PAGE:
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[John_Lit] Re: Symbolic or "ersatz"?

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  • Maluflen@aol.com
    In a message dated 1/20/2000 11:14:34 AM Eastern Standard Time, Moloneyfj@aol.com writes:
    Message 1 of 1 , Jan 21, 2000
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      In a message dated 1/20/2000 11:14:34 AM Eastern Standard Time,
      Moloneyfj@... writes:

      << Leonard Maluf raises the question of "historical versus symbolic" in the
      Fourth Gospel, via the examples of John 13:23 and 19:25-27, using the
      unfortunate word "ersatz."

      Frank, I empathize with your undoubtedly busy schedule at CU, but you do not
      appear to have read my post carefully. I used the term "ersatz" only as a
      modifier for "mother" and "son", under the presupposition (not shared by me)
      of this particular Johannine account being taken as "historical". Your reply
      seems to assume that I used the term with respect to the pericope as a whole
      (whatever it would mean in that context) and that I consider the account to
      be historical. What I wrote was the following:

      << If I understand it correctly, I am not sure I accept the logic here. Are
      saying that because of the strong physicality of the term usually translated
      "recline" it is unlikely that the BD is other than an historical person? If
      so, I'm not sure I agree. In a highly symbolic Gospel, concrete and physical
      language can certainly be used metaphorically, or symbolically, to express a
      more spiritual reality or relationship. At least this should remain a viable
      a priori option, I would think. The same applies to the entire scene in Jn
      19:25f, which takes its place within a series of physically described
      occurences, all with deeply symbolic and spiritual significations. Can one
      interpret Jn 19:25f alone as having the purely banal intent of supplying an
      ersatz mother to the son of Zebedee and an ersatz son to Mary? If you haven't
      done so already, you should look at I. de la Potterie, "Mary in the Mystery
      of the Covenant", Alba House, 1992, 211-235, for a well-argued alternative

      You write:

      << While one must always keep an eye on the "historical," if John 19:25-27 is
      genuine historical reminiscence of the Beloved Disciple and Jesus' Mother at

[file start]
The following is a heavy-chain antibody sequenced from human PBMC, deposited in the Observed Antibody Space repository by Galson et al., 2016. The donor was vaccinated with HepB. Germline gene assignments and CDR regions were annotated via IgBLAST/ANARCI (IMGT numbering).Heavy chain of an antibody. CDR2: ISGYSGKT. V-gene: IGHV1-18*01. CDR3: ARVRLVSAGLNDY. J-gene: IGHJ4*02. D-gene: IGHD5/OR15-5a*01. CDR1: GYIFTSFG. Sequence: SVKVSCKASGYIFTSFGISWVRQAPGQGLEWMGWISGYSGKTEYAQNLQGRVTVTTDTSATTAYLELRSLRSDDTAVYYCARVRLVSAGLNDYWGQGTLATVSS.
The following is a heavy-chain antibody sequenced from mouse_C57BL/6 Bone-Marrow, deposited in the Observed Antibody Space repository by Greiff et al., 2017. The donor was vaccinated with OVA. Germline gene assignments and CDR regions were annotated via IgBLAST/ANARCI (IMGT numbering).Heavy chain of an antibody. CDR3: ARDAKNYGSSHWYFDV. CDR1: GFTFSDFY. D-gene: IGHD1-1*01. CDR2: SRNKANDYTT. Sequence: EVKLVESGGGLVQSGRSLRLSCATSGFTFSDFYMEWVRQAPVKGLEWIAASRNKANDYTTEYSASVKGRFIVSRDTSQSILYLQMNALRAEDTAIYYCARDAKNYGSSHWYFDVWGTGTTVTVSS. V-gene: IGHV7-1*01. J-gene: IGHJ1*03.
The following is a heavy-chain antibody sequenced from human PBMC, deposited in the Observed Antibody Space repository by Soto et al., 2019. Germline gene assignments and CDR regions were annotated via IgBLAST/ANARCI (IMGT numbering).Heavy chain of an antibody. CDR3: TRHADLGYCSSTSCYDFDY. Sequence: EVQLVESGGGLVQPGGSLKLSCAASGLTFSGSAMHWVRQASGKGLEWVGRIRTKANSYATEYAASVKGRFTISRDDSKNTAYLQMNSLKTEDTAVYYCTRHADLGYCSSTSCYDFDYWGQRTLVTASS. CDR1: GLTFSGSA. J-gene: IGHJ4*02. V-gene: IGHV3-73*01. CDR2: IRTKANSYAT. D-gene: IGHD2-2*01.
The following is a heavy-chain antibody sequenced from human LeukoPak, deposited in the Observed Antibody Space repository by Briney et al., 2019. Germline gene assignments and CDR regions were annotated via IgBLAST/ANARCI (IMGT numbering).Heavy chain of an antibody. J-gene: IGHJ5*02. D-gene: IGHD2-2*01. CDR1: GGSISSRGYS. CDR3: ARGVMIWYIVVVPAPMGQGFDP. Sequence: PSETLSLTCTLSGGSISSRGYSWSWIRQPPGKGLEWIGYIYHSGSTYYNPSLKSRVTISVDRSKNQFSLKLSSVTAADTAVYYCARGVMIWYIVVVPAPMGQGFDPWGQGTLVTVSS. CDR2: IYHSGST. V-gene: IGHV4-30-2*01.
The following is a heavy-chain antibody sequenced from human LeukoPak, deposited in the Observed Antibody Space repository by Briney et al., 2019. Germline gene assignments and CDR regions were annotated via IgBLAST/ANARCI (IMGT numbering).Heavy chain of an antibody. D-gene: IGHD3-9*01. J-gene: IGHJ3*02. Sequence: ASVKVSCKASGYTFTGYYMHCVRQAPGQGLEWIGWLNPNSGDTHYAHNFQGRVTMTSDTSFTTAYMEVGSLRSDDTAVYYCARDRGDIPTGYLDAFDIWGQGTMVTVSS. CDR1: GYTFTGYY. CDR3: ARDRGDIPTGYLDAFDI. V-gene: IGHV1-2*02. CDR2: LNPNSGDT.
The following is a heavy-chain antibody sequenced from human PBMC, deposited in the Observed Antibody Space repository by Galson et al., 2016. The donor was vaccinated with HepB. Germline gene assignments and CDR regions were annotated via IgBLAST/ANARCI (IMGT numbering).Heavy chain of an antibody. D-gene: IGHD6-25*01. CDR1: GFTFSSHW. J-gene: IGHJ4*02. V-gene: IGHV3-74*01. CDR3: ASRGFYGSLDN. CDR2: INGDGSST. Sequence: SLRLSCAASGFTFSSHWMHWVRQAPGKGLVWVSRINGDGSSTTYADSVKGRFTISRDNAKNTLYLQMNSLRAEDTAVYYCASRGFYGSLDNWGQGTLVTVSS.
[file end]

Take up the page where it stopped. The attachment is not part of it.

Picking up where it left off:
the foot of the cross, then what do we make of the Synoptic passion
      narratives? >>

      I don't know whom you are arguing with here, but I am not among those who
      need to be convinced. I quite agree with what you write, and this was the
      precise point of my remarks.

      << I have read de la Potterie, and I was taught by him - a course at the
      Biblicum in 1971 on John 18-19! There are (at least) two stages in his
      career. The book on Mary reflects a later stage, where he takes positions
      which he rejected as impossible (for the sorts of reasons given above) in
      earlier teaching and research.>>

      I'm not sure everyone on the list gets the point of this remark, so I will
      clarify. If I understand you correctly, you are saying that de la Potterie
      used to take Jn 19:25f as a purely symbolic (theologically pregnant) scene,
      but that in his more recent books he has changed his mind and reads it as an
      historical account. I think this is partially true: i.e., in the sense that
      he now seems to refrain from making clear the difficulty of taking the
      account in a literal, historical sense. On the other hand, he has by no means
      abandoned the symbolic interpretation of the text. In this sense, your
      remark, I think, could give the wrong impression.


      Again, I never described the scene as "ersatz". Also, again, I agree fully
      with your perspective, and I don't think it differs substantially from what
      de la Potterie holds. Because he writes mostly for conservative circles these
      days, he is simply more circumspect than we need to be about apodictically
      denying the historicity of the event. I am grateful for people who are able
      to communicate with parts of Christ's seamless body that have not yet emerged
      from a certain degree of fundamentalism. At least these people are reading de
      la Potterie, and that can be a good start toward a more mature understanding,
      and ultimately toward more effective unity in the body of Christ.

      Leonard Maluf
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